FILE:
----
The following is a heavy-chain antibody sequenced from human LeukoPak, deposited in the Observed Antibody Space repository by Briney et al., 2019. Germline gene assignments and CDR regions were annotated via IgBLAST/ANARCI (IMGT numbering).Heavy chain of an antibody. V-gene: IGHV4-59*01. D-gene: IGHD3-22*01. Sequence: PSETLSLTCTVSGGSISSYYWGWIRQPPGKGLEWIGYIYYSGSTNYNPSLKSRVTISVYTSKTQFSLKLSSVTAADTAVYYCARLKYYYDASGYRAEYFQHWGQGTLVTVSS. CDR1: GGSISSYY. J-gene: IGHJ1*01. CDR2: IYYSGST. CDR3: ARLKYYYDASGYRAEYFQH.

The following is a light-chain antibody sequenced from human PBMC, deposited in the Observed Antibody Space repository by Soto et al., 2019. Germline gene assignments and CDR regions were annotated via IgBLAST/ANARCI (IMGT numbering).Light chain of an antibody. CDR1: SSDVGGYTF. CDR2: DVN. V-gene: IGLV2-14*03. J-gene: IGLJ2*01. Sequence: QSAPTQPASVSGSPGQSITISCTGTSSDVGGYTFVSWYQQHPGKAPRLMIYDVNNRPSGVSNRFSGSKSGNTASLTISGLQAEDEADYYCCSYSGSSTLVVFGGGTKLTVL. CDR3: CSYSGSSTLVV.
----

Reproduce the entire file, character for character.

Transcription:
The following is a heavy-chain antibody sequenced from human LeukoPak, deposited in the Observed Antibody Space repository by Briney et al., 2019. Germline gene assignments and CDR regions were annotated via IgBLAST/ANARCI (IMGT numbering).Heavy chain of an antibody. V-gene: IGHV4-59*01. D-gene: IGHD3-22*01. Sequence: PSETLSLTCTVSGGSISSYYWGWIRQPPGKGLEWIGYIYYSGSTNYNPSLKSRVTISVYTSKTQFSLKLSSVTAADTAVYYCARLKYYYDASGYRAEYFQHWGQGTLVTVSS. CDR1: GGSISSYY. J-gene: IGHJ1*01. CDR2: IYYSGST. CDR3: ARLKYYYDASGYRAEYFQH.

The following is a light-chain antibody sequenced from human PBMC, deposited in the Observed Antibody Space repository by Soto et al., 2019. Germline gene assignments and CDR regions were annotated via IgBLAST/ANARCI (IMGT numbering).Light chain of an antibody. CDR1: SSDVGGYTF. CDR2: DVN. V-gene: IGLV2-14*03. J-gene: IGLJ2*01. Sequence: QSAPTQPASVSGSPGQSITISCTGTSSDVGGYTFVSWYQQHPGKAPRLMIYDVNNRPSGVSNRFSGSKSGNTASLTISGLQAEDEADYYCCSYSGSSTLVVFGGGTKLTVL. CDR3: CSYSGSSTLVV.